April 4, 2022 By Johnny Knollwood
A legendary filmmaker whose studios are headquartered in Queens is scheduled to screen his latest film at the Museum of the Moving Image in Astoria on April 8.
Lloyd Kaufman has been making movies for over 50 years. The New York City born and bred filmmaker originally studied Chinese at Yale, where his classmates included the likes of Oliver Stone, George W. Bush, and Michael Herz, the latter of whom would go on to co-found Troma Entertainment with Kaufman in 1974.
Troma, which is headquartered in Long Island City, is known for producing a unique, signature blend of comedically violent, almost surrealist, low-budget horror films. The company is perhaps best known for producing 1984’s “The Toxic Avenger,” which solidified Kaufman’s status as a cult film auteur. The movie is currently being remade with “Game of Thrones” star Peter Dinklage stepping into the titular role.
On April 8, Kaufman, who helped launch the careers of industry titans that include James Gunn (“Guardians of the Galaxy”), Matt Stone (“South Park”), Trey Parker (“South Park”), Marisa Tomei (“My Cousin Vinny”), Samuel L. Jackson (everything) and more, will screen his latest directorial effort, “#Shakespeare’s Shitstorm,” at the Museum of the Moving Image in the Kaufman (no relation) Arts District of Astoria. After the screening, the legendary filmmaker will hold a Q&A and meet fans, offering audiences a peek behind the blood soaked, slime ridden curtain that encapsulates a Troma production.
“#Shakespeare’s Shitstorm,” is not Kaufman’s first foray into the world of classic literature, as evident by 1996’s “Tromeo and Juliet,” which told the well-known tale through a “Tromatic” lens. “Shitstorm” is Kaufman’s interpretation of “The Tempest,” and sees the film mogul stepping into the role of Prospero, a former pharmaceutical scientist, jaded with social media, big pharma, and society as a whole.
Fans of Troma’s previous films will enjoy every second of this violent, gross, laugh out loud, work of Shakespearian proportions. The key word here is excess, a directive the studio has become all too familiar with. “Shistorm” is in a way the culmination of all of Kaufman’s films before it, packing in enough cameos, jokes, and gruesome death scenes to satisfy die-hard horror fans, while staying true to various elements of Shakespeare’s original story.
“Unlike 99 percent of the mainstream movie industry,” Kaufman told the Queens Post last week, “I’ve actually read some books! I know more about Shakespeare than Baz Luhrmann or, what’s his name, Leonardo DiCaprio. They didn’t know the words they were saying.”
Over the last two weeks, Kaufman has traveled the country screening the film, most recently stopping in parts of Texas and Ohio. Audience reactions have been positive thus far.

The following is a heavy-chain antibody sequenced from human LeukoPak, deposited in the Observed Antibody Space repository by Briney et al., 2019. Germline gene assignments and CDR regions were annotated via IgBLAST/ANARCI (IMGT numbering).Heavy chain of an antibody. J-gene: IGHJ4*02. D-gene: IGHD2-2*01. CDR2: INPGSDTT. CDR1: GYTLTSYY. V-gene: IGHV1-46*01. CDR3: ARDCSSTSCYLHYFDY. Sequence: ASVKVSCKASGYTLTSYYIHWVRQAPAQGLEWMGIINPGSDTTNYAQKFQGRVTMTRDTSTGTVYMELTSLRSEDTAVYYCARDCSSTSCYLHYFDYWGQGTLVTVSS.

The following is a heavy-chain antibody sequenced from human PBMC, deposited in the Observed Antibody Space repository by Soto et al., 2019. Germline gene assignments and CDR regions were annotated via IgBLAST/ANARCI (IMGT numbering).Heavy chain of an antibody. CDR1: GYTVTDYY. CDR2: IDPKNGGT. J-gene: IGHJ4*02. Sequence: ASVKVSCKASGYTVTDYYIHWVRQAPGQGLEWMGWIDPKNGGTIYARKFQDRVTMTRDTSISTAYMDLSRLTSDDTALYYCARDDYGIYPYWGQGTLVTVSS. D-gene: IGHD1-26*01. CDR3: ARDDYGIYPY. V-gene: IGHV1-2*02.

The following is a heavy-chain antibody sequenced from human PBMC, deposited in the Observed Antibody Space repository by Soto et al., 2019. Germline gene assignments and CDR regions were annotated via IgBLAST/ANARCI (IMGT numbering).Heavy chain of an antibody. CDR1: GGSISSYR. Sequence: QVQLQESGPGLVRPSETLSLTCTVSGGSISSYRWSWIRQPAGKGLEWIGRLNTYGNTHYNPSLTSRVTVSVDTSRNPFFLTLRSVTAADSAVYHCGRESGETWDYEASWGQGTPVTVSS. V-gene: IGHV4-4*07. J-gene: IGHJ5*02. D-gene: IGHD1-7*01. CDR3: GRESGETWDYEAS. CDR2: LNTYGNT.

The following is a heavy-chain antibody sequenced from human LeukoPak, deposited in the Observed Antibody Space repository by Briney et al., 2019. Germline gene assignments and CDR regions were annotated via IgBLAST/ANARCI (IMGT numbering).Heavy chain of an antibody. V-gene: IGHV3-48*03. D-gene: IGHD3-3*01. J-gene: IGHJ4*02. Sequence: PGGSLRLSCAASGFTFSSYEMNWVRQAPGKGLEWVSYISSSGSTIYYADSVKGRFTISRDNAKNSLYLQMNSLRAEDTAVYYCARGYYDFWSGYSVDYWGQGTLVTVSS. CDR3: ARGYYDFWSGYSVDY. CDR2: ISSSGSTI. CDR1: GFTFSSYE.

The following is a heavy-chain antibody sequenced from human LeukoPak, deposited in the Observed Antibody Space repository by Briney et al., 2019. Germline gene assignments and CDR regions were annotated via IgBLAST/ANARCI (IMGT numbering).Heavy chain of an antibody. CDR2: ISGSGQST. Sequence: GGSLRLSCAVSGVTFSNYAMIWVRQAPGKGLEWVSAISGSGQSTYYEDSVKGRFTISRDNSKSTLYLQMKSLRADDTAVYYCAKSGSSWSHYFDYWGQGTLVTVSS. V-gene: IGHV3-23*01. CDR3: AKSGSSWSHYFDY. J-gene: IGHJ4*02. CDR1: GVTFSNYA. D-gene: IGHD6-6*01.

“Saturday night there was a screening in Cincinnati that had about 600 people, and they loved it,” Kaufman stated.
Throughout the entirety of their existence, Kaufman has remained uncompromised in his approach to creating films.
“I think the key is, it’s an art,” Kaufman began, “You should do what’s in your heart, and your brain and soul – “to thine own self be true,” a phrase coined by William Shakespeare, who as you know wrote the best-selling book, “101 Money Making Screenplay Ideas,” otherwise known as, “Hamlet!””
Kaufman’s movies have often been known to tackle social issues. In the past he has taken jabs at corrupt government officials, the fast-food industry, and most recently with “Shitstorm,” big pharma and social media culture. There is no subtlety in his work, and his messages are explicitly stated for all to bear witness.
“[The major studios] don’t want to take any risk…they’re all chicken,” Kaufman stated. “We live in an age where we have freedom of speech, as long as we don’t say anything…they’re afraid, scared they’re going to lose their job or get canceled.”
This philosophy has allowed Kaufman to remain independent but has also subjected the filmmaker to budgetary restraints. Asked if he could recall any instances where limitations in budget or otherwise sparked a moment of creativity, Kaufman recalled, “Certainly, in the special effects department.”
In “The Toxic Avenger” the effects guys wanted to do a “head cast,” like in Hollywood, when we had to have a car run over a child’s head. It was going to cost too much, and Michael Herz said “look, get a melon or a cantaloupe, put a wig on it and a happy face, get a torso and run over the melon.”
In an artform that is usually reserved for big budget studios and productions, Lloyd Kaufman is living proof that the medium of film is accessible to regular folk too.
“I’ve written 7 books and 5 are about movie making.” Kaufman stated. “Now it’s accessible because of the digital revolution. People are making movies for $25,000, $5,000, $2,000, the money’s not an issue.”
Kaufman is a champion of independent art. For nearly 50 years, Troma has stood for sticking to your guns, despite the challenges you may face. So how did a Chinese studies major at Yale end up delivering the world some of the most outrageously gruesome and comedic B-movies of our time?
“I bought into the auteur theory of filmmaking which the French created after WWII,” Kaufman stated. “Freshman year at Yale they roomed me with the guy who ran the Film Society. Our beds were very close together, it was a tiny bedroom. At night I’d inhale his feet, and the “Aroma de’ Troma” was born.”
Visit www.shakespearesshitstorm.com for more information on “#Shakespeare’s Shitstorm” and tickets for the upcoming screening at the Museum of the Moving Image on April 8.